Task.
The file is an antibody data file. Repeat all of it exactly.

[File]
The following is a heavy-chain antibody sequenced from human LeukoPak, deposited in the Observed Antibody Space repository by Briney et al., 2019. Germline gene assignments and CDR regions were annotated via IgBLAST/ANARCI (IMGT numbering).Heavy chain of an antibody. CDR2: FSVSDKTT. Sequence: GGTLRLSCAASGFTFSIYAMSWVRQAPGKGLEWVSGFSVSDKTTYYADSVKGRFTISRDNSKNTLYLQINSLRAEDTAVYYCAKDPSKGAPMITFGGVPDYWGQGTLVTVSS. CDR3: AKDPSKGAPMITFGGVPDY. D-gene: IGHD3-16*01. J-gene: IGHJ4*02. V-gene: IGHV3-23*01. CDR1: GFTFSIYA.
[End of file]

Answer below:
The following is a heavy-chain antibody sequenced from human LeukoPak, deposited in the Observed Antibody Space repository by Briney et al., 2019. Germline gene assignments and CDR regions were annotated via IgBLAST/ANARCI (IMGT numbering).Heavy chain of an antibody. CDR2: FSVSDKTT. Sequence: GGTLRLSCAASGFTFSIYAMSWVRQAPGKGLEWVSGFSVSDKTTYYADSVKGRFTISRDNSKNTLYLQINSLRAEDTAVYYCAKDPSKGAPMITFGGVPDYWGQGTLVTVSS. CDR3: AKDPSKGAPMITFGGVPDY. D-gene: IGHD3-16*01. J-gene: IGHJ4*02. V-gene: IGHV3-23*01. CDR1: GFTFSIYA.